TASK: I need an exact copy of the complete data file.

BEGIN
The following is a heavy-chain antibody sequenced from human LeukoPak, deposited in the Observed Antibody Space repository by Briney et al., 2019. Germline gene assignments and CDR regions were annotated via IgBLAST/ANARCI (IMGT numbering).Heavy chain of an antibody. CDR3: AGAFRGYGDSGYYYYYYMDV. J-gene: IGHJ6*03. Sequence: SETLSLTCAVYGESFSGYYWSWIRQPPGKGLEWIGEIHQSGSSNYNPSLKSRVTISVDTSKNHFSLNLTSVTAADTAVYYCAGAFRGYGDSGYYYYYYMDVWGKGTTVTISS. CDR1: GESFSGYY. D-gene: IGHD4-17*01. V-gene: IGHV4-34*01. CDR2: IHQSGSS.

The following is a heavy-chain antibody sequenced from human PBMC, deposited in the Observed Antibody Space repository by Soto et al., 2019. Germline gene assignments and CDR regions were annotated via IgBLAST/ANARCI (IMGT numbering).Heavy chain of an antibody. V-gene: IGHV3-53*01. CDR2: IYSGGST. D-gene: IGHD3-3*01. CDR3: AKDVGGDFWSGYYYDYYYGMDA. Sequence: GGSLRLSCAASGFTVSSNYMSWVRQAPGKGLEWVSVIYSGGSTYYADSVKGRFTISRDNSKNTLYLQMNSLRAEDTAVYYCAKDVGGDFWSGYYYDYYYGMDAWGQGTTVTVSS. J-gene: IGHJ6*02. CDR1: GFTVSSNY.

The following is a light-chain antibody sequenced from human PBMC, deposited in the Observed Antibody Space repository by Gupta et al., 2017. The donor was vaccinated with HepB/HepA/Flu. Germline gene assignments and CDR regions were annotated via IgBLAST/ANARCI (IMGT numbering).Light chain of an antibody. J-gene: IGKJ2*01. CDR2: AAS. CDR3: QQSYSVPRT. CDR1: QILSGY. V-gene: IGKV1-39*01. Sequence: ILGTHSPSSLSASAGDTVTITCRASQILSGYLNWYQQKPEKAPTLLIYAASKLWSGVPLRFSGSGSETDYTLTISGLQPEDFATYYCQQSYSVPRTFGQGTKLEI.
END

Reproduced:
The following is a heavy-chain antibody sequenced from human LeukoPak, deposited in the Observed Antibody Space repository by Briney et al., 2019. Germline gene assignments and CDR regions were annotated via IgBLAST/ANARCI (IMGT numbering).Heavy chain of an antibody. CDR3: AGAFRGYGDSGYYYYYYMDV. J-gene: IGHJ6*03. Sequence: SETLSLTCAVYGESFSGYYWSWIRQPPGKGLEWIGEIHQSGSSNYNPSLKSRVTISVDTSKNHFSLNLTSVTAADTAVYYCAGAFRGYGDSGYYYYYYMDVWGKGTTVTISS. CDR1: GESFSGYY. D-gene: IGHD4-17*01. V-gene: IGHV4-34*01. CDR2: IHQSGSS.

The following is a heavy-chain antibody sequenced from human PBMC, deposited in the Observed Antibody Space repository by Soto et al., 2019. Germline gene assignments and CDR regions were annotated via IgBLAST/ANARCI (IMGT numbering).Heavy chain of an antibody. V-gene: IGHV3-53*01. CDR2: IYSGGST. D-gene: IGHD3-3*01. CDR3: AKDVGGDFWSGYYYDYYYGMDA. Sequence: GGSLRLSCAASGFTVSSNYMSWVRQAPGKGLEWVSVIYSGGSTYYADSVKGRFTISRDNSKNTLYLQMNSLRAEDTAVYYCAKDVGGDFWSGYYYDYYYGMDAWGQGTTVTVSS. J-gene: IGHJ6*02. CDR1: GFTVSSNY.

The following is a light-chain antibody sequenced from human PBMC, deposited in the Observed Antibody Space repository by Gupta et al., 2017. The donor was vaccinated with HepB/HepA/Flu. Germline gene assignments and CDR regions were annotated via IgBLAST/ANARCI (IMGT numbering).Light chain of an antibody. J-gene: IGKJ2*01. CDR2: AAS. CDR3: QQSYSVPRT. CDR1: QILSGY. V-gene: IGKV1-39*01. Sequence: ILGTHSPSSLSASAGDTVTITCRASQILSGYLNWYQQKPEKAPTLLIYAASKLWSGVPLRFSGSGSETDYTLTISGLQPEDFATYYCQQSYSVPRTFGQGTKLEI.